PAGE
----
Hit Refresh: Locating and Revitalizing the Soul of Everything
In the serendipitous way life works, in recent weeks the "refresh" notion has threaded its way to center stage in my mind. So that's our theme, inspired by a book by Microsoft CEO Satya Nadella, and several conversations and/or meetings I've had with many of you.
Speaking of stage, let's set it by watching Satya talk about his new mission for Microsoft. Little would he know as he wrote his book (or maybe he did) how Facebook would soon be called to account for its own "soul" as he formulated his plan to locate Microsoft's. It's a good book, and a reminder that from time to time, we need to hit refresh, or risk losing what's important to, and for us.
The March 1st Faculty Meeting organized by David Agoff emphasized a “refresh” in approaches to teaching and class management. Discussions like this supports the questions we're all asking and trying to answer: “Are you, yourself a first-generation college graduate?” “How do we best instruct this generation of students?” “Is smartphone dependency disrupting the learning environment?”
Always, there is the follow up: So, what do we do? Which is what makes meetings like the one David organized so important.
I was only able to make the last 20 minutes of it. I don’t have official minutes or notes, but at least one key point raised while I was there deserves careful attention.
Kim Hinrichs discussed his recent conversation with a campus counselor helping students deal with anxiety, who noted the stressful impact of constant smartphone use. The way Kim described it, the phone is, metaphorically, the “eye that sees everything, that’s always on you, that you are constantly looking back at.” It stands to reason that dealing with such a protracted gaze upon ourselves and our attention affects us significantly. Kim’s anecdote led me to deeper thought on my own classroom policies.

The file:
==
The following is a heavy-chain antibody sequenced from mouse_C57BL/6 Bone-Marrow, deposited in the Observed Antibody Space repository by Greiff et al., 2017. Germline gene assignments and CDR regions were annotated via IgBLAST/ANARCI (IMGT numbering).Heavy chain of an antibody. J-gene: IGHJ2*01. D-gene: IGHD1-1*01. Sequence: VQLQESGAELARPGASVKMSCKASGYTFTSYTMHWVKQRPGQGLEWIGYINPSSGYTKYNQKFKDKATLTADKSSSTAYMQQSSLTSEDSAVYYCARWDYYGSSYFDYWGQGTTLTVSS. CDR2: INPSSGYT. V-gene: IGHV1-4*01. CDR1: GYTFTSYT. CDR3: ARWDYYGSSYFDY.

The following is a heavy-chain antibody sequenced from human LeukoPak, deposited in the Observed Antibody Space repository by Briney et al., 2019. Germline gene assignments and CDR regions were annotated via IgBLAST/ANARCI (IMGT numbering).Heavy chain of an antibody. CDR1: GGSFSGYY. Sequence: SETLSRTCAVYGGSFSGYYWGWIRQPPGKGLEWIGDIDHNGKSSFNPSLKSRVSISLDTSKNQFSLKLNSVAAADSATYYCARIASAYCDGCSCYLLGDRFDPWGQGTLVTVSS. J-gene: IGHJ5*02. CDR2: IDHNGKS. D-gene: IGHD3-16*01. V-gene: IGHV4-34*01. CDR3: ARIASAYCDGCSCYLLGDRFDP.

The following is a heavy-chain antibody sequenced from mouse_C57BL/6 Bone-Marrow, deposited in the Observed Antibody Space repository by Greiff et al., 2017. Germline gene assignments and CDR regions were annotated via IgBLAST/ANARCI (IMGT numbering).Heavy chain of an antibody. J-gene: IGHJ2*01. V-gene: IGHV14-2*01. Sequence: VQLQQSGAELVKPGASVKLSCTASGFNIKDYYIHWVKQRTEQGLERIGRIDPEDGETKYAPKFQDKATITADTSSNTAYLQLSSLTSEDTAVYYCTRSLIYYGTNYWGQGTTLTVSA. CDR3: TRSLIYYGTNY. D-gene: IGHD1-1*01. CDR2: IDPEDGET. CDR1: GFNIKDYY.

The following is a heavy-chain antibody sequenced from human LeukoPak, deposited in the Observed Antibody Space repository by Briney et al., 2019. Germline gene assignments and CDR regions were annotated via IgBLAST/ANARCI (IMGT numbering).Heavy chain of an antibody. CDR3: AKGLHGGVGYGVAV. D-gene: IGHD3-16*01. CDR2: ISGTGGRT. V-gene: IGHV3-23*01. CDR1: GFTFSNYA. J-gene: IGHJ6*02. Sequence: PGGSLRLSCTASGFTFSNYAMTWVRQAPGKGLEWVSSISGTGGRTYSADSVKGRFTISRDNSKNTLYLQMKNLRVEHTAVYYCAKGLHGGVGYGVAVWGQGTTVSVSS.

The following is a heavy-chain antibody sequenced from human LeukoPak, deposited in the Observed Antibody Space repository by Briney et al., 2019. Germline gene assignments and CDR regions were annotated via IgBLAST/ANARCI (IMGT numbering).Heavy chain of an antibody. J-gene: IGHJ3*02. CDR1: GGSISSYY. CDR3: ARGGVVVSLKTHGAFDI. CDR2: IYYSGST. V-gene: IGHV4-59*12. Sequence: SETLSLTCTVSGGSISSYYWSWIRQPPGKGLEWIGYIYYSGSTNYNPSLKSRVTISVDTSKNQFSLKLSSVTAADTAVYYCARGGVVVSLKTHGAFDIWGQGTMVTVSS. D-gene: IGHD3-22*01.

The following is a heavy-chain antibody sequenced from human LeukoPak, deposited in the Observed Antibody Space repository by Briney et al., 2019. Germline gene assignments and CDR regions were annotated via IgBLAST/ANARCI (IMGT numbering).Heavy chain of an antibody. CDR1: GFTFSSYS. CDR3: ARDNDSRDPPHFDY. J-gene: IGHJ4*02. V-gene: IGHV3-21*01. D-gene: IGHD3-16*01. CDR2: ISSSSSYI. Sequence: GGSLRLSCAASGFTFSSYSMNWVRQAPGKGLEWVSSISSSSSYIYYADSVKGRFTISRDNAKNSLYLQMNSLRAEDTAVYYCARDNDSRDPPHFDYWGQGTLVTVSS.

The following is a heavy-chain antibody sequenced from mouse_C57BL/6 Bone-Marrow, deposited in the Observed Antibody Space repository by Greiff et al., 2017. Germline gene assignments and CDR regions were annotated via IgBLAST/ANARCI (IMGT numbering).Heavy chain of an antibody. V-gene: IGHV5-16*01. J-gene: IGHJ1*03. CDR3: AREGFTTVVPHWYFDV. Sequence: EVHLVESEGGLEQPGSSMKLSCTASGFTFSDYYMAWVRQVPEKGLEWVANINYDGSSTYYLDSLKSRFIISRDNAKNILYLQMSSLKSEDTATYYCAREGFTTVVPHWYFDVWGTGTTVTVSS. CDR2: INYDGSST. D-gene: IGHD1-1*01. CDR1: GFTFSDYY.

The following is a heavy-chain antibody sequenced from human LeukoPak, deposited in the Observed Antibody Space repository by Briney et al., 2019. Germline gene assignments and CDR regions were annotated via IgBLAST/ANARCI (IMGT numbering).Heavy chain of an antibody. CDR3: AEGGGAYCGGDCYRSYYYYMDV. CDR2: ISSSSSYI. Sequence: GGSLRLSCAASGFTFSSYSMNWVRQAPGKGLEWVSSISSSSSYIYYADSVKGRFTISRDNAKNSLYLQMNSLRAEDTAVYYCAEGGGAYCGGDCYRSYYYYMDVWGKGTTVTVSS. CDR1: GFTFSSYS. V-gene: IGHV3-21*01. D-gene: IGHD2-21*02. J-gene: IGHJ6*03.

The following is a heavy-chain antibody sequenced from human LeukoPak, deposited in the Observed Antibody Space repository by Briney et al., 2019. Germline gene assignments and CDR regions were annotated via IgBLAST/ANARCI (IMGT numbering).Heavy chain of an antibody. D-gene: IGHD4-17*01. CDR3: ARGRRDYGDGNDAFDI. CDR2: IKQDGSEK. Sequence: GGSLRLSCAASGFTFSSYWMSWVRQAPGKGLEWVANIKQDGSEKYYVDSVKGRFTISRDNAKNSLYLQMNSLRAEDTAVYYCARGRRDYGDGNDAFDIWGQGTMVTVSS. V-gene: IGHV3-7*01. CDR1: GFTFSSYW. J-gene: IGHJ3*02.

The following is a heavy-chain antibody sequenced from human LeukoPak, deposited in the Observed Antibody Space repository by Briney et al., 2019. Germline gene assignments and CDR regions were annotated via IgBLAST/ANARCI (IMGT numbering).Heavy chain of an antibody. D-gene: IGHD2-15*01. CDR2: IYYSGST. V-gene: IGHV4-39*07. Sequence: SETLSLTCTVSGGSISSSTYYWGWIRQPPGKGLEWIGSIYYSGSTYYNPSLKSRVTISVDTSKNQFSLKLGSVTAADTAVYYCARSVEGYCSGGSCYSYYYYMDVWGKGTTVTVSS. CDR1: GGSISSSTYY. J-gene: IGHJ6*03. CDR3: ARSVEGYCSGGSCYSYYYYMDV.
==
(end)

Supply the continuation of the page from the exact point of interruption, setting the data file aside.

Please consider responding to the anonymous poll placed at the bottom of this issue, asking about your current in-class policy on smartphone use. You'll be able to tabulate responses as they happen. Hopefully they will, and responses will encourage more insight and discussion, maybe for the next blog edition.
The Last Teaching Session: We Say Farewell to Dean Judy
She admitted she hadn’t taught a classroom in a while, but you wouldn’t have guessed that to hear Judy address two of my classes on her last day at Chico State. Many of you know that Judy is headed for New Guinea to work with AACSB to support educational initiatives for native populations. As a world traveler familiar with developing nations, Judy shared insights with my Managing for Sustainability students, who had recently studied the effects of major corporations and resource exploitation on Papua New Guinea. Addressing education is a big step toward helping everyone concerned. Her talks left me with so much food for thought that I asked her to consider keeping us updated as she “hits refresh” in her own life’s journey. Here are a few points she made that inspired the students:
- Judy’s uncle, a former priest turned businessman in a developing country, had been a major influence in her life, spurring her interest in bridging cultures. “My uncle said, ‘these people don’t need religion, they need an economy!” And so, he left the priesthood and built economic opportunity—a coffee farm— in his corner of the world. That’s definitely a relevant take on the old “teach a man to fish” adage.
- “We need to be respectful of language,” Judy told my students. “New languages force you to see differently and think in new ways." For example, we say in the morning, “I am awake.” But in Swahili, a language Judy loves, the words one says upon arising are mimi macho. Literally, “I am eyes.” Brings a whole new perspective to life, doesn’t it? Ironically, I had just listened to a Hidden Brain podcast on this topic.
- Judy’s sage advice for visiting a culture with which you are completely unfamiliar: “Do it! But be prepared: Learn, more than you ‘bring.’ Notice: how the native population lives, what they value, what they want and what they need.”